Flight Plan

The food route to healthy profits

| Updated on January 20, 2018

Sunil Kapur, Chairman, Travel Food Services

Travel Food Services has shown that making money in the aviation sector needn’t always be difficult, writes Varun Aggarwal

It’s not easy making profits anywhere, let alone in an extremely competitive aviation market. So, you are bound to take notice when an F&B operator in the sector generated 33 per cent annual growth consistently for about seven years.

Travel Food Services (TFS), an airport food and beverage operator, began in 2009 as a business unit of K Hospitality to tap into the business that new airports opened. There has been no looking back since. “I believe that India’s airport retail story has unfolded only in the last seven or eight years. Retail represents a major addressable opportunity because more Indians are travelling, they are travelling more often and they have more money to spend,” Sunil Kapur, Promoter of TFS and its parent K Hospitality, told BusinessLine.

Dramatic growth

“We have seen dramatic growth in passenger numbers in India, with last year being around the 15 per cent mark, and recent numbers suggesting it will strengthen further. We are confident that through a mix of winning new business as well as improving efficiencies in the existing ones, there are opportunities to extend the annual growth to well beyond the passenger growth numbers,” Kapur added. The company, with revenue of over ₹150 crore in 2014-15 is profitable despite investing upwards of ₹30 crore on each of the new lounges it is building at airports including the one at Mumbai International Airport, which won the award for the World’s Best First Class Lounge recently.

In just seven years, TFS already contributes about 50 per cent of the revenues of its 44-year- old parent K Hospitality, which runs food chains including Copper Chimney, Bombay Blue and Irish House. TFS is experimenting with ideas to increase its same-store sales at the airports. For example, it recently replaced a sandwich counter at the Mumbai domestic terminal with one that offers vada pav and masala chai. “In Mumbai, we opened a vada pav store with tea in a kullar and sales went up by eight times at that counter from what used to be a sandwich counter,” Kapur said.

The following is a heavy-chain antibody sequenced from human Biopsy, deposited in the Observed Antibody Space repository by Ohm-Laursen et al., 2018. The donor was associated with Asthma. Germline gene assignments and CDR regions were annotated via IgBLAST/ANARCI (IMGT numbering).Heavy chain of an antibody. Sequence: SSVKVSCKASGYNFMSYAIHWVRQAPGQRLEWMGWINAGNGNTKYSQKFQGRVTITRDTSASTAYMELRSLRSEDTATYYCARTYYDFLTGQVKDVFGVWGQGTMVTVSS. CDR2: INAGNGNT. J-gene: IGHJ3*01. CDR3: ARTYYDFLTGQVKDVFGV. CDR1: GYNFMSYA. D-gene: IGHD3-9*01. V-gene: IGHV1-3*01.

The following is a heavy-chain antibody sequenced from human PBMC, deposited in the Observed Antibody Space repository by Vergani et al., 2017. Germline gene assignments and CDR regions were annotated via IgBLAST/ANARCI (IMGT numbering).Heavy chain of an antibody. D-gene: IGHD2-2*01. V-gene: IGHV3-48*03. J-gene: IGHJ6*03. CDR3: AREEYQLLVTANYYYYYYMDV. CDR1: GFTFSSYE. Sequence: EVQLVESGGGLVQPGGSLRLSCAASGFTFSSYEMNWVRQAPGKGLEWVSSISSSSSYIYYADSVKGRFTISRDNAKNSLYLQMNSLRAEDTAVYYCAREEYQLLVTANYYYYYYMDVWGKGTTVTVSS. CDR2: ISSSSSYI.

Indian travellers prefer hot food as against their European or American counterparts, making it important for the operator to get hot food at every location within the airport. The task however, is tough because passengers end up spending more time at the gates where hot food counters are not there. “To solve this problem, we’ve got our guys with iPads at the Mumbai airport, who take orders at the gates and deliver from various food outlets anywhere at the airport. Soon, we’ll start this facility at other airports as well,” Kapur said.

To bid more

Though bids for F&B and retail operations of new airports are coming up, TFS has put on hold its plans to raise $40 million in equity. “At this point, we are highly profitable and therefore we have enough access to debt capital. We would rather focus on creating our brand value at the moment instead of raising equity at low valuations,” Kapur said. TFS started by focusing on private airports and got into the space by bidding for the Mumbai Airport in 2009. It has since bagged contracts for Delhi, Kolkata, Chennai, Mangalore and Muscat in Oman.

It is now stepping into retail with its first outlets opening at the Bengaluru airport. “Both retail and F&B have similar skillset requirements, which is helping us enter the retail space without much operational issues,” Kapur said. The company is now eyeing the smaller airports that are getting renovated or are building new terminals.

“In India, there are 130 airports. We will bid for all. We want to be seen as a mass market company and we should be able to cater to people from all walks of life. So we are completely open to bid for all models,” Kapur said.

Published on March 22, 2016

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